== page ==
"For decades, teachers, managers and parents have assumed that the performance of students and employees fits what's known as the bell curve — in most activities, we expect a few people to be very good, a few people to be very bad and most people to be average."

"The bell curve powerfully shapes how we think of human performance: If lots of students or employees happen to show up as extreme outliers — they're either very good or very bad — we assume they must represent a skewed sample, because only a few people in a truly random sample are supposed to be outliers."

"New research however suggests that rather than describe how humans perform, the bell curve may actually be constraining how people perform. Minus such constraints, a new paper argues, lots of people are actually outliers."

Wednesday
May022012


"It's perhaps the most reproduced piece of art ever created. It has adorned key chains and coffee mugs, and the cover of Time magazine. Andy Warhol used it, and now one of the four versions of The Scream, Edvard Munch's iconic work — the only one outside Norway — is coming up for auction at Sotheby's in New York. Sale estimates are as high as $80 million."

"When I think of The Scream, it takes me back to the 1960s and the Vietnam War. The image was everywhere on T-shirts and posters; it seemed to be both a personal scream from the abyss and a symbol of that particular horror. Created in the 1890s, it seemed to portend two world wars and the Holocaust. Simon Shaw, head of Impressionist and Modern Art at Sotheby's in New York, says it's been a talisman in times of crisis that "crystallizes our fears and anxieties. In recent times, the financial crisis and the global turbulence, we have seen more and more use of The Scream since 2007 than ever before," he says."

Tuesday
May012012


This is the first in a series of stories on losing faith.

"Teresa MacBain has a secret, one she's terrified to reveal."

"'I'm currently an active pastor and I'm also an atheist,' she says. 'I live a double life. I feel pretty good on Monday, but by Thursday — when Sunday's right around the corner — I start having stomachaches, headaches, just knowing that I got to stand up and say things that I no longer believe in and portray myself in a way that's totally false.'"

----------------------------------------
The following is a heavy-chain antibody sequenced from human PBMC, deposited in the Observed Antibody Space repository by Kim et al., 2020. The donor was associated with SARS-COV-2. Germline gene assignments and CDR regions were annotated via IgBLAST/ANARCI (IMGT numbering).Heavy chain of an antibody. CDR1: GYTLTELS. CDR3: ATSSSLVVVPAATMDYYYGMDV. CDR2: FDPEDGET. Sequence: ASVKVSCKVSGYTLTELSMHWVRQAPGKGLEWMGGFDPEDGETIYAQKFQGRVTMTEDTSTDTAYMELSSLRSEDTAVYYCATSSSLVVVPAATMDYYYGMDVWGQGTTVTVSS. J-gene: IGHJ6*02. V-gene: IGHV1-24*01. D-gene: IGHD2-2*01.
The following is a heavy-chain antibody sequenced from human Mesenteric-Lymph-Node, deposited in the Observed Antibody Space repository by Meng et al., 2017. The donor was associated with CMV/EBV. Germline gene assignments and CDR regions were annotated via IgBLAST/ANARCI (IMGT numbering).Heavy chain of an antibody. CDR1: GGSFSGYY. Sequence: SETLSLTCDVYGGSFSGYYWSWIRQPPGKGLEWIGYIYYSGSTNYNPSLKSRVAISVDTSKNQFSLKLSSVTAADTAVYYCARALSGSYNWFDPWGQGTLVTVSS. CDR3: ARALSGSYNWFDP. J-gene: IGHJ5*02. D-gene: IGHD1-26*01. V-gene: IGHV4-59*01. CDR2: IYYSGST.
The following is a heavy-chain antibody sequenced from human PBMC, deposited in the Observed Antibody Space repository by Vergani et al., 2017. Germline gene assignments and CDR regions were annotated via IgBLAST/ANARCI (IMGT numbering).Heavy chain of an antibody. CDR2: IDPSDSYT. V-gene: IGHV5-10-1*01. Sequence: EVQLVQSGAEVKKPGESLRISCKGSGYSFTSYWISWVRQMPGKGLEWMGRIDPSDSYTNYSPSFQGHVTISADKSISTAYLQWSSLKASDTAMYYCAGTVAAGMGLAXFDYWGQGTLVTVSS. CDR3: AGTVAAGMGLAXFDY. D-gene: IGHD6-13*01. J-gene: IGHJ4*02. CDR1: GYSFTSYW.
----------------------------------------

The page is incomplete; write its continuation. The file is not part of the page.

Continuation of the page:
"MacBain glances nervously around the room. It's a Sunday, and normally she would be preaching at her church in Tallahassee, Fla. But here she is, sneaking away to the American Atheists' convention in Bethesda, Md."

Monday
Apr302012


"Congressional scholars Thomas Mann and Norman Ornstein are no strangers to D.C. politics. The two of them have been in Washington for more than 40 years — and they're renowned for their carefully nonpartisan positions."

"But now, they say, Congress is more dysfunctional than it has been since the Civil War, and they aren't hesitating to point a finger at who they think is to blame."

"'One of the two major parties, the Republican Party, has become an insurgent outlier — ideologically extreme; contemptuous of the inherited social and economic policy regime; scornful of compromise; unpersuaded by conventional understanding of facts, evidence and science; and dismissive of the legitimacy of its political opposition,' they write in their new book,It's Even Worse Than It Looks."

Saturday
Apr282012


"It is the weirdest thing. There are more ways than ever to communicate with people, yet it sometimes seems like it is more difficult to connect — and stay connected — with anyone."

"Should you shoot off an email? Tap out a text? Post a private message on Facebook? Write on their Facebook wall? Skype, poke, ping or conjure them up on a digital tin can phone?"

"And once you reach someone, you wonder: Is he paying attention? How do you know? Even with the techno-ease of countless communication devices, conversations can still be troublesome. Questions are asked and answered out of order. Instructions and directions go half-read. Meetings are botched. Feelings are hurt."

Saturday
Apr282012

Paul Krugman's Prescription For a Depression

"In his new book, End This Depression Now! Paul Krugman states that the U.S. is in the throes of a depression — not merely an economic crisis. TheNew York Times columnist and Nobel laureate argues that Keynesian economics got us out of a much worse depression in the 1930s, so if we were to follow Keynesian prescriptions now, we could get out of this one too."

"Krugman says he uses the term depression to describe today's economy because "it's qualitatively similar to the Great Depression." He tells NPR's Robert Siegel, 'It is a sustained period of really lousy economic performance and an enormous amount of suffering.'"

"Krugman worries that we're becoming accustomed to this reality. 'We've kind of settled into the notion that this is the new normal,' he says. 'But it shouldn't be. And it's not something we should accept.'"

Thursday
Apr262012


"For the past eight seasons, actor Hugh Laurie has played Dr. Gregory House on the Fox medical series House. House is brash, narcissistic, unsympathetic, addicted to painkillers, confrontational — and 100 percent American."

"Laurie is none of those things."

"'I am not playing House today, so I am dressed as an Englishman and speaking as an Englishman,' he tells Fresh Air's Terry Gross. 'I'm wearing a bowler hat and carrying a furled umbrella. It's nice to have a day every now and then off from the vocal exercises.'"